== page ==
Panopticon Gallery invites you to take a closer look at photography’s most important tool—the camera—in Kent Krugh’s solo exhibition. From the Graflex large format bellows camera to the Polaroid to the digital SLR, Speciation: Still A Camera presents a brief history of photography as told through the evolution of the camera.
“This project is an homage to the cameras I have owned, used, or handled. The tools of the trade, having faithfully imaged for decades, have themselves been imaged.” Says Krugh. Using x-ray technology, Krugh brings us inside the devices that have recorded our memories and histories. Although scientific in appearance, the images stir feelings of nostalgia for our first encounters with photography. Krugh’s images are as complex and ingenious as the objects they depict. The hidden gears and cogs are revealed for the first time, though they could be heard with each press of the shutter.
Today’s sophisticated digital cameras look and operate far differently than the first cameras of the nineteenth century. However, while the design and format of a camera has changed dramatically over the years, their function has not. The camera is still a camera: a tool to create images by recording photons of light. It is a box with a lens directed towards the subject to encode its likeness on a storage medium, be it film or digital sensor. This contraption, with complex machinery hidden inside, has been manufactured in many wonderful and clever designs by camera-makers year after year.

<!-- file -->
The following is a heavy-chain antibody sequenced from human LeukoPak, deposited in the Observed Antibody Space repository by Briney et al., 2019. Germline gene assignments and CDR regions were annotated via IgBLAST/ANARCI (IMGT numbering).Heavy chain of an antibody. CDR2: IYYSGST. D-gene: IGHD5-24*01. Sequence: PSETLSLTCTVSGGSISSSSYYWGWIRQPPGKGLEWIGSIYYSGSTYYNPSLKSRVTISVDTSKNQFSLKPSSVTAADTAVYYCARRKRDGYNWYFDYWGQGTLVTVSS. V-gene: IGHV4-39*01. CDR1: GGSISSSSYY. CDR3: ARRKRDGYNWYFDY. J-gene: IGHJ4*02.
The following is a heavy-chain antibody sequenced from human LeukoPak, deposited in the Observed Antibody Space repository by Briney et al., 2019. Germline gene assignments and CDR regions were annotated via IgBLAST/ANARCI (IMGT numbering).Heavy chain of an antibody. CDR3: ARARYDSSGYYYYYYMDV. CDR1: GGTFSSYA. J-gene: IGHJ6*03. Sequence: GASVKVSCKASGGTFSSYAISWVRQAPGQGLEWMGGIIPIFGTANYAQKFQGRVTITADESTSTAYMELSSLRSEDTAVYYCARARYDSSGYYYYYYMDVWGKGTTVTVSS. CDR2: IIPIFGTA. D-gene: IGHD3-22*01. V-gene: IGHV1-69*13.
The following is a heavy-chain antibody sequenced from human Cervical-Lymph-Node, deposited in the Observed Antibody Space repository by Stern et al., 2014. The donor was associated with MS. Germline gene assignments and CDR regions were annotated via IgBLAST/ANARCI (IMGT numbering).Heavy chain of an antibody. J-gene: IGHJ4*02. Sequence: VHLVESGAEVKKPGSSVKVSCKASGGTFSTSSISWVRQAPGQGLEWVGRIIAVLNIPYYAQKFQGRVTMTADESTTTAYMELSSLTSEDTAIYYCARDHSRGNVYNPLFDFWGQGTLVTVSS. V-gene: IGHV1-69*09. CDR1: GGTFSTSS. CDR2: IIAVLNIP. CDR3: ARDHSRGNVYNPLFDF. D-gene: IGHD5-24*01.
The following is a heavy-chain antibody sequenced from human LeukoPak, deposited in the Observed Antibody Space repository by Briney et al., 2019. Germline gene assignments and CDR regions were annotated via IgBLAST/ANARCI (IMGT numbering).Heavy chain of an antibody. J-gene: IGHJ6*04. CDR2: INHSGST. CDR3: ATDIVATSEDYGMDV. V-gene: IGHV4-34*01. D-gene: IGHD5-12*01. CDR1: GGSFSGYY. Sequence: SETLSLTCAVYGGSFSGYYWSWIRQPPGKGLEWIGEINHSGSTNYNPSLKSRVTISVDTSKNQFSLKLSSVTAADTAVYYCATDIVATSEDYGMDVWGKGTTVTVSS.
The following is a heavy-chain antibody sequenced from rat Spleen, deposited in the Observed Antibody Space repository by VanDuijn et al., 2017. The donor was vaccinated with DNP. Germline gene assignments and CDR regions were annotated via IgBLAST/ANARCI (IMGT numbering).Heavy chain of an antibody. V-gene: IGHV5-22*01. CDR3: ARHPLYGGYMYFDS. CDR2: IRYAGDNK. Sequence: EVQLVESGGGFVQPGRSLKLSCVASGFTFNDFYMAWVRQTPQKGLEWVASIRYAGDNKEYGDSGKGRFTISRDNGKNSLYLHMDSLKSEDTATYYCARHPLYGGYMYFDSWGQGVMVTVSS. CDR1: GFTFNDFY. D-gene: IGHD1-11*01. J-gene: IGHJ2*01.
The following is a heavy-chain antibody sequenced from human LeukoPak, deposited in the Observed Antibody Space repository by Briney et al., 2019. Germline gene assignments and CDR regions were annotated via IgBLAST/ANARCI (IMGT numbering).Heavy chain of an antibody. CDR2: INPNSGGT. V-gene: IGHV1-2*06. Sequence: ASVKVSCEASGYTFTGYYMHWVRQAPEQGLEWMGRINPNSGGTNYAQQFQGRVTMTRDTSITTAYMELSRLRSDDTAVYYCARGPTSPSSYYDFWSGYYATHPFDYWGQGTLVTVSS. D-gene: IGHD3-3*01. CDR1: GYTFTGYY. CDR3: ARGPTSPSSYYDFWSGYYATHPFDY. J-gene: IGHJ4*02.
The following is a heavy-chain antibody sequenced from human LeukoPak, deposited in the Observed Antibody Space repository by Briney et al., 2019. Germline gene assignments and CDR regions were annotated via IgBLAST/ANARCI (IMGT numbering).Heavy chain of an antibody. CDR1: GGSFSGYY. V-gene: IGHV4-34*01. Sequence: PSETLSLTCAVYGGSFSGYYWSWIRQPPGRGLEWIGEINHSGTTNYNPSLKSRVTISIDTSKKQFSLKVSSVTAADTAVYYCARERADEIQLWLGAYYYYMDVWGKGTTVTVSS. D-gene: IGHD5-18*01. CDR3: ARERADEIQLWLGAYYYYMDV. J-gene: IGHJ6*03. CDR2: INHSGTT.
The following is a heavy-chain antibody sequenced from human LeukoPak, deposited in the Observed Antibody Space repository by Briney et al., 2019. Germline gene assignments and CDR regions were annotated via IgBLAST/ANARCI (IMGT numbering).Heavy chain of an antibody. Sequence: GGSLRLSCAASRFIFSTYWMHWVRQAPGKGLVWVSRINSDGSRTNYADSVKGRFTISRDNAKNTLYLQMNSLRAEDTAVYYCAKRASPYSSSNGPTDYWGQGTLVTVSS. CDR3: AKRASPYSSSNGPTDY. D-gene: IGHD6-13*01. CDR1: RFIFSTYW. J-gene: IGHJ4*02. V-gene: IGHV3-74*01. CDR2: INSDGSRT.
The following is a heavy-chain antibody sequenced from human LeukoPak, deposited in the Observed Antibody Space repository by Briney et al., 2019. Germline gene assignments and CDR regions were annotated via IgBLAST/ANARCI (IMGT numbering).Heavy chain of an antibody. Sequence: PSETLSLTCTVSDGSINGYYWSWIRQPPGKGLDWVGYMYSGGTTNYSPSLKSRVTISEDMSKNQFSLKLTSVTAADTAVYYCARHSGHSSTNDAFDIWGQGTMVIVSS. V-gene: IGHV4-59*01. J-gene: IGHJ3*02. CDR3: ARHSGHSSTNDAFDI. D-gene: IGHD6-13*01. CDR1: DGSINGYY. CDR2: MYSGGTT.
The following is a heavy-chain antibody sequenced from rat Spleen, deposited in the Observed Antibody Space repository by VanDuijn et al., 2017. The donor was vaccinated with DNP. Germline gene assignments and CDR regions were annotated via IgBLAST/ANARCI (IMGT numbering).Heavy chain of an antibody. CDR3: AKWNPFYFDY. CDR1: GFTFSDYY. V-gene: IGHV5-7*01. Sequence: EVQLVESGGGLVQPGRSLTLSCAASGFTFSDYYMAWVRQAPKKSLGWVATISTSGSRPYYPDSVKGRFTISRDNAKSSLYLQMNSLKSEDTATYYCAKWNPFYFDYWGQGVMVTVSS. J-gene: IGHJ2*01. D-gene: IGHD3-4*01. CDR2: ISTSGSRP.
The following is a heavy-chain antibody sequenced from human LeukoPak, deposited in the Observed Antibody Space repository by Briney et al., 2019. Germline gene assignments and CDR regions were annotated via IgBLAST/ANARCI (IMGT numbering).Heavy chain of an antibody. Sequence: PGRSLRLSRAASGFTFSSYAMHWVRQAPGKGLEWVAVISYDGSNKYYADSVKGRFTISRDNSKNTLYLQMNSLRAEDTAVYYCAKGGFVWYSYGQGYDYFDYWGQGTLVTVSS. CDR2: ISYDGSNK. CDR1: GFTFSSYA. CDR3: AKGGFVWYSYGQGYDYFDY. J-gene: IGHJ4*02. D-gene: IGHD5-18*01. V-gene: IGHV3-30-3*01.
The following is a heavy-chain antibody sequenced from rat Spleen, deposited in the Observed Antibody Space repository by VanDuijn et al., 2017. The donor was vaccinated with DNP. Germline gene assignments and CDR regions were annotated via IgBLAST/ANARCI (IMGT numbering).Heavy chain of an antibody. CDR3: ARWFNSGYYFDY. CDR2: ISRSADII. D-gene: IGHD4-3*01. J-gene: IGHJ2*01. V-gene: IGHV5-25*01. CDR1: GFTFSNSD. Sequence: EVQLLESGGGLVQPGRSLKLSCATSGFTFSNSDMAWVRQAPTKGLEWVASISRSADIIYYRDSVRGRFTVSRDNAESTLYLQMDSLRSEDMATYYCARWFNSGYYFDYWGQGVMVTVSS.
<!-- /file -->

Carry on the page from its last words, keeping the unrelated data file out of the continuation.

Kent Krugh holds a B.A. in Physics and an M.S. in Radiological Physics. His work has been exhibited across the country as well as internationally and is in the collections of the Luz Austral Foundation in Buenos Aires, Cleveland Museum of Art, the Cincinnati Art Museum, and the Portland Art Museum, among others. p